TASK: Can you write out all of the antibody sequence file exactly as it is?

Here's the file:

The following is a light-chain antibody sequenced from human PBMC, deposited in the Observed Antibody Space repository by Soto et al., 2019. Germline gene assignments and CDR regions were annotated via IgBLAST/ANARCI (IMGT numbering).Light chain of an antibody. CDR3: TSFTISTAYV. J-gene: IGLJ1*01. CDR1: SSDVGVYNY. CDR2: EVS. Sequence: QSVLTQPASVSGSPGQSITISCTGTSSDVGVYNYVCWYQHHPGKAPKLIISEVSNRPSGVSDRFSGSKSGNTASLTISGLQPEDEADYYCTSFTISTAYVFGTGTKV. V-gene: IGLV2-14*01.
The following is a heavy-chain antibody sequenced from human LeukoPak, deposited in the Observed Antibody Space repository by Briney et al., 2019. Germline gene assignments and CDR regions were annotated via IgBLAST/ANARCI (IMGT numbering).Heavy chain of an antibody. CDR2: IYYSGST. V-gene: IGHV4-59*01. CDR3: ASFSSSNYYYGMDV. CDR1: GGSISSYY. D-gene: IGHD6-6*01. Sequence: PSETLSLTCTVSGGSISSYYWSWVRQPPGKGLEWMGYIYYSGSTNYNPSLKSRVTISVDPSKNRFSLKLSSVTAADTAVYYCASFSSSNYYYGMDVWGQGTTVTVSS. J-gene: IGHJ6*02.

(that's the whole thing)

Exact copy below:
The following is a light-chain antibody sequenced from human PBMC, deposited in the Observed Antibody Space repository by Soto et al., 2019. Germline gene assignments and CDR regions were annotated via IgBLAST/ANARCI (IMGT numbering).Light chain of an antibody. CDR3: TSFTISTAYV. J-gene: IGLJ1*01. CDR1: SSDVGVYNY. CDR2: EVS. Sequence: QSVLTQPASVSGSPGQSITISCTGTSSDVGVYNYVCWYQHHPGKAPKLIISEVSNRPSGVSDRFSGSKSGNTASLTISGLQPEDEADYYCTSFTISTAYVFGTGTKV. V-gene: IGLV2-14*01.
The following is a heavy-chain antibody sequenced from human LeukoPak, deposited in the Observed Antibody Space repository by Briney et al., 2019. Germline gene assignments and CDR regions were annotated via IgBLAST/ANARCI (IMGT numbering).Heavy chain of an antibody. CDR2: IYYSGST. V-gene: IGHV4-59*01. CDR3: ASFSSSNYYYGMDV. CDR1: GGSISSYY. D-gene: IGHD6-6*01. Sequence: PSETLSLTCTVSGGSISSYYWSWVRQPPGKGLEWMGYIYYSGSTNYNPSLKSRVTISVDPSKNRFSLKLSSVTAADTAVYYCASFSSSNYYYGMDVWGQGTTVTVSS. J-gene: IGHJ6*02.